Public schools are generally considered more reliable than private hagwon, but you'll hear plenty of stories of shadiness and corruption, and teachers usually have to keep a close eye on their finances when the end of the contract rolls around. Practically everyone I know has extended their visa for a few days after their contract finished just to make sure their final paycheck and their severance pay was deposited. And in many cases, they weren't. When I arrived in Suncheon I had to put myself up in a motel for a week because the previous teacher was still here, fighting for his last paycheck. I've written before how my schools in Gangjin got out of paying me my due overtime, and how I worked a three-week winter camp without getting paid because "it was my duty." I also mentioned how somebody over there was pocketing the money that should have gone toward paying rent. And every month my handlers and my bosses would fudge the paperwork in order to make it look like I was teaching more classes than I really was. This was in order to ensure that they still got a bonus for employing a white person, and so they altered the paperwork to make it look like I was teaching 18 hours a week instead of the actual 9. I never saw any of that money, of course, because that went to the "English department." I do know that whenI requested materials for said winter camp I was denied. The thing about public schools is they always have money; when you're not getting paid, somebody else is.

Anyway, the moral of the story is keep an eye on your bank book.


Melissa said...

Good suggestions, although you probably won't be surprised to hear that it pays (heh) to be diligent for university instructors as well, even at so-called good universities. I missed out on my first year of severence pay when I was in Daejeon (at a well-known Science and Tech university:) because (for some mysterious reason) they don't pay instructors severence or retirement after their 1st year of teaching but will pay annually every year *after* the 2nd year. Of course no one told me this until I asked about it.

Also, since I'm on a roll, when I *did* leave they initially tried to give me just one year's retirement pay - claiming that I had received my first year's pay already. It worked out in the end - sort of - but then when it came time for them to pay me my last month's salary I received only 730 thousand won (although my base salary was 2.7) I can't tell you why (alhough I asked many times and was given a long and convoluted answer) but I know it had something to do with me leaving in the *middle* of the month. Of course, they taxed me on a full month salary and took out money for a full month's rent. And never returned my damage deposit. And so on.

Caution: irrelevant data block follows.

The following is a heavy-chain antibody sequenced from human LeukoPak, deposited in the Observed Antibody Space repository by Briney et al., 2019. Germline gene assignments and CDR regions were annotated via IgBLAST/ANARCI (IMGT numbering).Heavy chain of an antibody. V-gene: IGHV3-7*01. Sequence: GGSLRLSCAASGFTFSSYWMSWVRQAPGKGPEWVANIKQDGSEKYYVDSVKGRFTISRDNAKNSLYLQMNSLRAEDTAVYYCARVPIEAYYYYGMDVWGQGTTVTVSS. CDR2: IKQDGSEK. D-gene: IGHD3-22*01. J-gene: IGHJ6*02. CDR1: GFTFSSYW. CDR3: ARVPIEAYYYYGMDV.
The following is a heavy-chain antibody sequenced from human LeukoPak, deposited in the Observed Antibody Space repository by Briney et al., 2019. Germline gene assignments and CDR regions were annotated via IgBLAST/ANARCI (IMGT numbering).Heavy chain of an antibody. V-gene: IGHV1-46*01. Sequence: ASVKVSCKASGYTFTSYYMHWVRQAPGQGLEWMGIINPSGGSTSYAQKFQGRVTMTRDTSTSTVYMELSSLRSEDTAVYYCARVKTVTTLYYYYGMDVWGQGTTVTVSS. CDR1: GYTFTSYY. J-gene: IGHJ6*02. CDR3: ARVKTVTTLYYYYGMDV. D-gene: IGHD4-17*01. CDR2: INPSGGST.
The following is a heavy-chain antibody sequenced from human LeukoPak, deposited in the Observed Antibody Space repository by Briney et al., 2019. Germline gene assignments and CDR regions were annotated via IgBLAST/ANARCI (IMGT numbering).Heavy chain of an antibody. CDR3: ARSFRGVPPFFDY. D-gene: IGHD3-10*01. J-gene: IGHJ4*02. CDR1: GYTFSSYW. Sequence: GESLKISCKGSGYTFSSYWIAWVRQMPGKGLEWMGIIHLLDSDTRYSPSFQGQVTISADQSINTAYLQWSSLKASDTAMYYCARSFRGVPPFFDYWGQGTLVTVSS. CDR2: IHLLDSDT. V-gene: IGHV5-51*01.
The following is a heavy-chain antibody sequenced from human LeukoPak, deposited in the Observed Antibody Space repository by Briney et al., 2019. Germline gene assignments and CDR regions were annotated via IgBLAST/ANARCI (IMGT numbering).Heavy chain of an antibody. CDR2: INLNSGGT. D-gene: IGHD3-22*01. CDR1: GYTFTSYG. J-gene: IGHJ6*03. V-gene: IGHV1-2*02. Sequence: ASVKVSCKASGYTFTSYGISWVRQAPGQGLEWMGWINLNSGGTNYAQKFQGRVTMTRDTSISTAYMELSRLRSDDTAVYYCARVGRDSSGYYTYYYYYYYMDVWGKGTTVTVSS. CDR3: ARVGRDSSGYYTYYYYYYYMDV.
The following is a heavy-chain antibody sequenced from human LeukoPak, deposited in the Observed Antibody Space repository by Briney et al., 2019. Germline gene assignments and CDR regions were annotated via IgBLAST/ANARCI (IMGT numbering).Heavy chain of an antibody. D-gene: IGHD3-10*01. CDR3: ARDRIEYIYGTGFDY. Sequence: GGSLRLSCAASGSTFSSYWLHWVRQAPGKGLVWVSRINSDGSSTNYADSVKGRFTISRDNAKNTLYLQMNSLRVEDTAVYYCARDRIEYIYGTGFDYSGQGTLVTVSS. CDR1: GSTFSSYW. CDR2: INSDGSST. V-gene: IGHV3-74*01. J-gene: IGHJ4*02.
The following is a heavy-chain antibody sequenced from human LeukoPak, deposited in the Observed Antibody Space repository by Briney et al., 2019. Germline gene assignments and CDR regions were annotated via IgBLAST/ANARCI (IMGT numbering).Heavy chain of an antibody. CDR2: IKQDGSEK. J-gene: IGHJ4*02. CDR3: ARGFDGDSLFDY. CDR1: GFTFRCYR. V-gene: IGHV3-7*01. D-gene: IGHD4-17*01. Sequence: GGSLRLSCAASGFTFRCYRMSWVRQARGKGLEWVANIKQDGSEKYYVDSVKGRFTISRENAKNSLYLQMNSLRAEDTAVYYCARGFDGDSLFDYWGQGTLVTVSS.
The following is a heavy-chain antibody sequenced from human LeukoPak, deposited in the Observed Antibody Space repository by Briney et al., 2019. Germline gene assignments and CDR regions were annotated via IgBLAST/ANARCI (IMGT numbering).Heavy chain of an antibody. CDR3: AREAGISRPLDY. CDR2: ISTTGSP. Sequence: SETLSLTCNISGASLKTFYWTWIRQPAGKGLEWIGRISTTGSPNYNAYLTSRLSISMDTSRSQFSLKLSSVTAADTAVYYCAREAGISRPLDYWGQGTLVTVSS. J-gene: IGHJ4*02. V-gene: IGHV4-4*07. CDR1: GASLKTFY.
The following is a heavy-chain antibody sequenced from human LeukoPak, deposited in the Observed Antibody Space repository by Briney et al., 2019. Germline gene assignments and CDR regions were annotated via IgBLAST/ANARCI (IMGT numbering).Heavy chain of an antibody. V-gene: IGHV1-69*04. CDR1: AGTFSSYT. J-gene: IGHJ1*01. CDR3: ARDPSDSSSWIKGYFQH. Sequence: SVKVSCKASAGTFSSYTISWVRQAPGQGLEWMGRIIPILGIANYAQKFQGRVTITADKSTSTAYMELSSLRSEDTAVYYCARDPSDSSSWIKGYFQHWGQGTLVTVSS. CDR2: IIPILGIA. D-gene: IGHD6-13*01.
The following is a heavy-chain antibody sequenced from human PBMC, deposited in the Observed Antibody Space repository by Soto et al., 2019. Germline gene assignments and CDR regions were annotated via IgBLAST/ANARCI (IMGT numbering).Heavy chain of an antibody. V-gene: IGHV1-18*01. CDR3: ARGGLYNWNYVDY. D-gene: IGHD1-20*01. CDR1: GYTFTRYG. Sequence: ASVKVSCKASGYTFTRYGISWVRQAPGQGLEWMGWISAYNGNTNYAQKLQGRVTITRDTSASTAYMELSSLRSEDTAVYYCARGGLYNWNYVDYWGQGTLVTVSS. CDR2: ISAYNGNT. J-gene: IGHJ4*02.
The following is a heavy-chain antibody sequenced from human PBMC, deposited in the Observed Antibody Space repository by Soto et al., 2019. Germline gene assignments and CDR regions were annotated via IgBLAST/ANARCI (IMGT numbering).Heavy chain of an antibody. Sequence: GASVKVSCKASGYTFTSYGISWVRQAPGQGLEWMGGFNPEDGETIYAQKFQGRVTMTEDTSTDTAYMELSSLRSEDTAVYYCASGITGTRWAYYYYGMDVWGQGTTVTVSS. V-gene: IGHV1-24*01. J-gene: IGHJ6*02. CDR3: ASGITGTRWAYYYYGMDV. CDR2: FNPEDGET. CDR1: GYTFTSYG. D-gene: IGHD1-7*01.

Anyway, it's just the same old shit but my point is that it happens EVERYWHERE. From the lowest hakwon to the top university. I still think the positives outweigh the negatives so I'm happy enough here but your advice is sound and can't be repeated enough, je pense.

Long f'ing comment - sorry. :)

Neil said...

All companies are required by law to provide severance, even if the teacher did not finish a full-year (after the first year that is).

Once you start your 2nd year, your severance accrues per day. So, to calculate your severance you take the average of your last months' salary (this includes ALL salary, including overtime, not the base pay) and base it upon the number of days you have worked.

You can either receive your severance right after your contract is finished or after you decide to finally leave the company. So if you make 2.5 million a month your first year and do not take your severance and sign a 2nd year contract at 3 million per month and then take your severance after your 2nd contract is finished, then your severance should be 6 million because it is calculated at your 2nd year salary x 2. Again, this is the law and any labor lawyer worth his or her salt will tell you this.

Places that say you cannot receive your severance after your 1st contract if you sign a 2nd contract or tell you they only pay severance every other year or something are lying and are breaking the law. I urge you to consult a labor attorney. Also, any company that sponsors your visa MUST also pay into your National Pension Fund. Do not let them tell you that they don't have to because you only work 15 hours a week (under Korean labor law 15 hours a week IS full time) or anything else. If they sponsor your visa they must take out part of your salary for the National Pension Fund and what is more they must MATCH it.

Know your rights!!!